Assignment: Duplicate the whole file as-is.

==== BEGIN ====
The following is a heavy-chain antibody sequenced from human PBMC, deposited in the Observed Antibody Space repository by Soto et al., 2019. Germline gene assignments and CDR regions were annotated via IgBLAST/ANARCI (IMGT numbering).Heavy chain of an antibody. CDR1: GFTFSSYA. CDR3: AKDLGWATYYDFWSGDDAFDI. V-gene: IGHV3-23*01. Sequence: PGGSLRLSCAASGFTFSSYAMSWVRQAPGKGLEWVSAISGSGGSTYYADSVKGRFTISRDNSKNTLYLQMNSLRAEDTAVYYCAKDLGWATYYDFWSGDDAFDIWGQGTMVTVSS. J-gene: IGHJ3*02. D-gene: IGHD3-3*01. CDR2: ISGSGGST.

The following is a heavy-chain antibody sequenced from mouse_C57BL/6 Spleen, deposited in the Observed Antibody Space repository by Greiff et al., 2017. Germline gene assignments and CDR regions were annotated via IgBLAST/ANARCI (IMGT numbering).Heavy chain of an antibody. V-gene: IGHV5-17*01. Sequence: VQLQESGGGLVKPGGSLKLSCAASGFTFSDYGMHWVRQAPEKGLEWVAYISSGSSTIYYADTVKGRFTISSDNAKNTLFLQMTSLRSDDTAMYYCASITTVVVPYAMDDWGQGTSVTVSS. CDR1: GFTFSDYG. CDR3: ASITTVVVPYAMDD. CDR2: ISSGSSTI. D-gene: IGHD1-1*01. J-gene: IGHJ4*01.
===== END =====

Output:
The following is a heavy-chain antibody sequenced from human PBMC, deposited in the Observed Antibody Space repository by Soto et al., 2019. Germline gene assignments and CDR regions were annotated via IgBLAST/ANARCI (IMGT numbering).Heavy chain of an antibody. CDR1: GFTFSSYA. CDR3: AKDLGWATYYDFWSGDDAFDI. V-gene: IGHV3-23*01. Sequence: PGGSLRLSCAASGFTFSSYAMSWVRQAPGKGLEWVSAISGSGGSTYYADSVKGRFTISRDNSKNTLYLQMNSLRAEDTAVYYCAKDLGWATYYDFWSGDDAFDIWGQGTMVTVSS. J-gene: IGHJ3*02. D-gene: IGHD3-3*01. CDR2: ISGSGGST.

The following is a heavy-chain antibody sequenced from mouse_C57BL/6 Spleen, deposited in the Observed Antibody Space repository by Greiff et al., 2017. Germline gene assignments and CDR regions were annotated via IgBLAST/ANARCI (IMGT numbering).Heavy chain of an antibody. V-gene: IGHV5-17*01. Sequence: VQLQESGGGLVKPGGSLKLSCAASGFTFSDYGMHWVRQAPEKGLEWVAYISSGSSTIYYADTVKGRFTISSDNAKNTLFLQMTSLRSDDTAMYYCASITTVVVPYAMDDWGQGTSVTVSS. CDR1: GFTFSDYG. CDR3: ASITTVVVPYAMDD. CDR2: ISSGSSTI. D-gene: IGHD1-1*01. J-gene: IGHJ4*01.